12/11/2003 12:00AM

Chatter Chatter looming large


MIAMI - There could be several vulnerable favorites in Saturday's all stakes Grand Slam pick four at Calder, but it is unlikely one of them will be Chatter Chatter, who should continue her winning ways in the $100,000 Three Ring Stakes.

The 1 1/16-mile Three Ring for 2-year-old fillies is the last of the four $100,000 stakes to be decided on Saturday's program. The pick four begins with the What a Pleasure and also includes the seven-furlong Chaposa Springs and Kenny Noe Jr. handicaps.

Chatter Chatter has won her last three starts, including the My Dear Girl division of the Florida Stallion Stakes by 19 1/2 lengths on Oct. 11. That victory followed on the heels of an equally sensational 23 1/4-length maiden win in her two-turn debut just three weeks earlier.

Trainer Marty Wolfson turned Chatter Chatter back to seven furlongs for the Jack O'Farrell Juvenile Fillies for her most recent start. While she did prevail by a comfortable two lengths over Usual Manner as the 1-9 favorite, Chatter Chatter gave a performance that was considered somewhat disappointing in light of the fact she drifted through the stretch, completing the final furlong in a pedestrian 14 seconds.

"She's just not as comfortable sprinting as she is going two turns," said Wolfson. "She seems to get confused and doesn't relax as well as when she goes a distance of ground. She did the same thing when she lost the Susan's Girl earlier this year."

About the only problem Chatter Chatter may face in the Three Ring is the prospect of an early pace battle with Usual Manner, whom she surprisingly outran to the lead in the O'Farrell. Usual Manner has drawn the rail on Saturday and will break directly inside Chatter Chatter, who starts in post position 2 under jockey Jerry Bailey.

Usual Manner had never been headed on the lead before the O'Farrell but was taken back off Chatter Chatter by jockey Manoel Cruz and held on for second. She will attempt to go two turns for the first time in the Three Ring.

Marina de Chavon may have the most realistic chance of upsetting Chatter Chatter should the favorite not be at her best. A daughter of Exploit, Marina de Chavon won the Brave Raj Stakes via the disqualification of Ride Her Out on Sept. 20, then journeyed to Churchill Downs, where she finished a troubled fourth in the accident-marred Pocahontas Stakes. She will race in blinkers for the first time on Saturday.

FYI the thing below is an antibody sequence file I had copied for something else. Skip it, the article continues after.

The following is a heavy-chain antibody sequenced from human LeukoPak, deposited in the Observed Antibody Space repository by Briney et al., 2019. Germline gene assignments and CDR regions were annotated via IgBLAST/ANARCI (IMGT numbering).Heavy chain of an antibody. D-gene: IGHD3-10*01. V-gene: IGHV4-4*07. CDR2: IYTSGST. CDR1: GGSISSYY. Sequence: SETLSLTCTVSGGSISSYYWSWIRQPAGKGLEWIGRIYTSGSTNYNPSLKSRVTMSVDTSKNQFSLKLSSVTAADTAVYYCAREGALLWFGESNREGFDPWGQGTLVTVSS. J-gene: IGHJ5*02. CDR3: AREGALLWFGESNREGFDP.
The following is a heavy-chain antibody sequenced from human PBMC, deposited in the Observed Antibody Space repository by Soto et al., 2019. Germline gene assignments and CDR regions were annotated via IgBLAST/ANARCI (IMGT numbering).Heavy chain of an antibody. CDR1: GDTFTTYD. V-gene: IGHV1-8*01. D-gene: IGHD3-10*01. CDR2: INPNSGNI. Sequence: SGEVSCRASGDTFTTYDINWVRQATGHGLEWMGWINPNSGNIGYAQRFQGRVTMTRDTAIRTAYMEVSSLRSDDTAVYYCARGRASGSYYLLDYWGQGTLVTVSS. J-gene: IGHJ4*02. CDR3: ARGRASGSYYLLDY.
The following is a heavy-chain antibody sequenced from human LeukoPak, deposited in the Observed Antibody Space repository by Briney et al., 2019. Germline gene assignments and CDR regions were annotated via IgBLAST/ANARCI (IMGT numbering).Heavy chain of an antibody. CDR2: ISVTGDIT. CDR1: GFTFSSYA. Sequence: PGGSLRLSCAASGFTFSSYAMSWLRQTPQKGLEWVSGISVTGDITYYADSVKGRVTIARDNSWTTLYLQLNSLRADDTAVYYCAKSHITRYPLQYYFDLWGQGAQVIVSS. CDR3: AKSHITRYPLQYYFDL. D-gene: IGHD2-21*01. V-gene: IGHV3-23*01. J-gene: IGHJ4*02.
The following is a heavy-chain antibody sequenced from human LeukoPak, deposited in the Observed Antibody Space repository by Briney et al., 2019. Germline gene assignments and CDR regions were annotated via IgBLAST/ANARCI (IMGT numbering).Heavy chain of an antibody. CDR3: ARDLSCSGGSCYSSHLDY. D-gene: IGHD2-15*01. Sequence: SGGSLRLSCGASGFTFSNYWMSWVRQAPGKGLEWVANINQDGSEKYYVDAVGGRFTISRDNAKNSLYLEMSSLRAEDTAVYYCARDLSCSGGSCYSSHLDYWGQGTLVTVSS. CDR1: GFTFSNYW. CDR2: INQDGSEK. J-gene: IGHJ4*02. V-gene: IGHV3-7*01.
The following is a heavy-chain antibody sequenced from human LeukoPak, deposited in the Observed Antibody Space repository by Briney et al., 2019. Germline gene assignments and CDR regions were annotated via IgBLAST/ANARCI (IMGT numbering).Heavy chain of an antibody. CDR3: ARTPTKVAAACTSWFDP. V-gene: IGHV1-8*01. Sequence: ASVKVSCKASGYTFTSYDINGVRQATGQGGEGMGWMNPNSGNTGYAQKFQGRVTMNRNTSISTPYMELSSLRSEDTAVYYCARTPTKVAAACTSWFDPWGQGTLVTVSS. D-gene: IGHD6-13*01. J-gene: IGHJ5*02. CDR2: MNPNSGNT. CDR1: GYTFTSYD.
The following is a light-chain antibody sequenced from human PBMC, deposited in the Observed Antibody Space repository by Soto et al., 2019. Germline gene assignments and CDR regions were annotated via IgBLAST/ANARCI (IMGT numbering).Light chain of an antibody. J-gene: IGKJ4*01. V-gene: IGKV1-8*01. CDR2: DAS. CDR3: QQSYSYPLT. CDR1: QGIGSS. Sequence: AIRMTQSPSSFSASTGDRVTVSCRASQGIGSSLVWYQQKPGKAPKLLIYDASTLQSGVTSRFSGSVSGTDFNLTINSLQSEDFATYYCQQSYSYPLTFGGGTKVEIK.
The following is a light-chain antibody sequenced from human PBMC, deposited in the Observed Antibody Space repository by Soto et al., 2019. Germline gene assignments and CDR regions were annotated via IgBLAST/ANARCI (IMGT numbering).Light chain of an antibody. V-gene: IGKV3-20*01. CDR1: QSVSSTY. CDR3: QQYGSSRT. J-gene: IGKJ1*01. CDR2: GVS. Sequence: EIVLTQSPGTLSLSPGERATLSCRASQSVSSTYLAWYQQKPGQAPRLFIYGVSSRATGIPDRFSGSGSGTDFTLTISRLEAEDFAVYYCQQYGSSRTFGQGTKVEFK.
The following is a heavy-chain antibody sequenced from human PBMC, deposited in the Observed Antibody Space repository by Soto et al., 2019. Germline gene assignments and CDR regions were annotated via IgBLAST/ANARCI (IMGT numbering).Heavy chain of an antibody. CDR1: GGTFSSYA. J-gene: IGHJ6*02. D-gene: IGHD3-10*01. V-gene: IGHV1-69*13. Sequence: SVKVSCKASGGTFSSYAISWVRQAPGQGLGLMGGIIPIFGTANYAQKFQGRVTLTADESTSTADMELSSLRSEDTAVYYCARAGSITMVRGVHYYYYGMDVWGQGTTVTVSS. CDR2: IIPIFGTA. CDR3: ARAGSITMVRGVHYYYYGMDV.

Defending champion Chispiski will be the 122-pound highweight and likely favorite in the Grade 3 Chaposa Springs, having posted three stakes victories in her last four starts. Her lone defeat during that span, though, came in her only start at seven furlongs, when she was easily caught by Honeymooner, who is among the 12 fillies and mares entered in the Chaposa Springs.

Chispiski must also break from the difficult inside post coming out of the seven-furlong chute and could face an early pace challenge from Holy Bubbette, Keiai Sekura, or Wins Fair Lady.

A speed duel would enhance the chances of Belle Artiste, who chased Chispiski before settling for second in her local debut, the Cutlass Envoy Stakes.

"She came down here with the Chaposa Springs in mind," said George Weaver, who trains Belle Artiste for owner-breeder John H. Peace. "I ran her in that little overnight stakes because I thought a race over the track might benefit her."

Tour of the Cat figures to be a slight favorite over nine other sprint specialists in the contentious Kenny Noe.

Tour of the Cat, who finished second behind Built Up in last year's edition of the race, will turn back in distance after winning a pair of Grade 3 stakes and finishing second behind local division leader Best of the Rest in the 1 1/8-mile Carl G. Rose Classic on Nov. 15.

Tour of the Cat contracted a foot abscess since the Rose, and while the injury has healed he has missed important training time, with only one slow five-furlong work over the past four weeks.

Built Up is back to defend his title in the Kenny Noe, although he has been off his best form since winning the Groomstick Handicap on Aug. 16.

Love That Moon, on the other hand, has been unbeatable over the past several months, reeling off three straight stakes wins, including a three-quarter-length decision over Pickem and Sing Me Back Home in the Jack Dudley Sprint Handicap on Nov. 15.

Sing Me Back Home was used up in a suicidal pace battle in the Jack Dudley but could prove extremely dangerous if allowed to relax on an easy lead.

Former Canadian sprint champ Wake at Noon has shipped down for the race and should figure prominently throughout. He turns back in distance off a steady diet of two-turn outings at Woodbine.